People, food and culture
Japan is famed for its ethnic and social homogeneity while today Japanese society is an epitome of diversity. It includes minority groups such as the Ainu of Hokkaido and the Ryukyuans of Okinawa, but also other nationalities such as the Koreans, Chinese, and Brazilians. The country’s culture has changed greatly over the millennia from the country's prehistoric period to its contemporary modern culture which absorbs influences from Asia, Europe, and North America.
Japanese cuisine is renowned around the world - popular dishes such as Ramen, Udon, Sushi, and Tempura need no introduction. Apart from the mainstream dishes there are also local specialties arising from the smaller towns and cities be it a type of sweet, fish, noodle, seaweed or tofu. Tokyo and Kobe consistently give birth to some of the best eateries in the world. You will never be far from a great meal.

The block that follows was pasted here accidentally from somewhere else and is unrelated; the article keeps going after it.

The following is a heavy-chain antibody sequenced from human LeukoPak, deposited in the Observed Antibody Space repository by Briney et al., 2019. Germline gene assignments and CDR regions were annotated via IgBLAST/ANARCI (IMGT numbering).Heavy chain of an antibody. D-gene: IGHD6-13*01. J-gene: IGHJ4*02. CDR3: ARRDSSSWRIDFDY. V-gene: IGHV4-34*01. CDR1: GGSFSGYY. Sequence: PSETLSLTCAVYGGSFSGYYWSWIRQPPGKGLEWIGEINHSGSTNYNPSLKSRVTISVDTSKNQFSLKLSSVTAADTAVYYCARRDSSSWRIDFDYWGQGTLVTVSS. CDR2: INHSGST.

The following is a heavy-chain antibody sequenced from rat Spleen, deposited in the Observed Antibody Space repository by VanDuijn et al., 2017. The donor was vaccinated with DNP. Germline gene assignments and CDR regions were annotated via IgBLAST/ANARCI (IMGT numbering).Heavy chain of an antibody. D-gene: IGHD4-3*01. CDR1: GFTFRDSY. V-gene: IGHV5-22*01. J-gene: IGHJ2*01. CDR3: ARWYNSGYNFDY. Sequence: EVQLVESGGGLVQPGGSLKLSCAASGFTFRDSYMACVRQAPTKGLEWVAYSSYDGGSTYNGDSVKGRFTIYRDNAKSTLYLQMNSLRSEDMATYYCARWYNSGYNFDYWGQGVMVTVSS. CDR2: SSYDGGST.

It is also a country of drinkers. Whilst “sake” (rice wine) is the national drink, lager-beer is the most popular. And let’s not forget that Japanese single malts have that captivated the palates of the scotch drinking world by storm.
It is not just the alcoholic drinks that are popular though. Sado, for instance, is a Japanese green tea ceremony and an ancient tradition with roots traced back to Zen Buddhism. The ceremony involves the preparation and drinking of tea, including the widely celebrated powdered tea, Matcha.